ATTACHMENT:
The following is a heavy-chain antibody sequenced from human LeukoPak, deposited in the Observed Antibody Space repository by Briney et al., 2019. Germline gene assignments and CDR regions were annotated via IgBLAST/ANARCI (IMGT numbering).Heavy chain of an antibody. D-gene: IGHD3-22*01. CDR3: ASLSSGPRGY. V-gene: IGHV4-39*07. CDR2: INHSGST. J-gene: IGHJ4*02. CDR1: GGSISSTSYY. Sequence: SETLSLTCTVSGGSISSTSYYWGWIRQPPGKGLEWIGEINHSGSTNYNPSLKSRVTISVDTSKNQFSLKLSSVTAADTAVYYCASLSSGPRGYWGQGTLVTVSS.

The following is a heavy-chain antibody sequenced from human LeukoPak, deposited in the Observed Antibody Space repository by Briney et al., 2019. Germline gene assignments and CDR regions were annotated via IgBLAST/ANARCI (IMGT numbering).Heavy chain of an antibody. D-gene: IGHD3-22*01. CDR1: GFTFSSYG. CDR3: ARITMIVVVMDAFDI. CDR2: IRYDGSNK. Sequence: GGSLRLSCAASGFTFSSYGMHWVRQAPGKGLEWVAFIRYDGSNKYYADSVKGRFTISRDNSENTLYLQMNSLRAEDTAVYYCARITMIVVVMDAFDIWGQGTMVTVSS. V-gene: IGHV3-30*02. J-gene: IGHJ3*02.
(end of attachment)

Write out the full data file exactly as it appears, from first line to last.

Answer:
The following is a heavy-chain antibody sequenced from human LeukoPak, deposited in the Observed Antibody Space repository by Briney et al., 2019. Germline gene assignments and CDR regions were annotated via IgBLAST/ANARCI (IMGT numbering).Heavy chain of an antibody. D-gene: IGHD3-22*01. CDR3: ASLSSGPRGY. V-gene: IGHV4-39*07. CDR2: INHSGST. J-gene: IGHJ4*02. CDR1: GGSISSTSYY. Sequence: SETLSLTCTVSGGSISSTSYYWGWIRQPPGKGLEWIGEINHSGSTNYNPSLKSRVTISVDTSKNQFSLKLSSVTAADTAVYYCASLSSGPRGYWGQGTLVTVSS.

The following is a heavy-chain antibody sequenced from human LeukoPak, deposited in the Observed Antibody Space repository by Briney et al., 2019. Germline gene assignments and CDR regions were annotated via IgBLAST/ANARCI (IMGT numbering).Heavy chain of an antibody. D-gene: IGHD3-22*01. CDR1: GFTFSSYG. CDR3: ARITMIVVVMDAFDI. CDR2: IRYDGSNK. Sequence: GGSLRLSCAASGFTFSSYGMHWVRQAPGKGLEWVAFIRYDGSNKYYADSVKGRFTISRDNSENTLYLQMNSLRAEDTAVYYCARITMIVVVMDAFDIWGQGTMVTVSS. V-gene: IGHV3-30*02. J-gene: IGHJ3*02.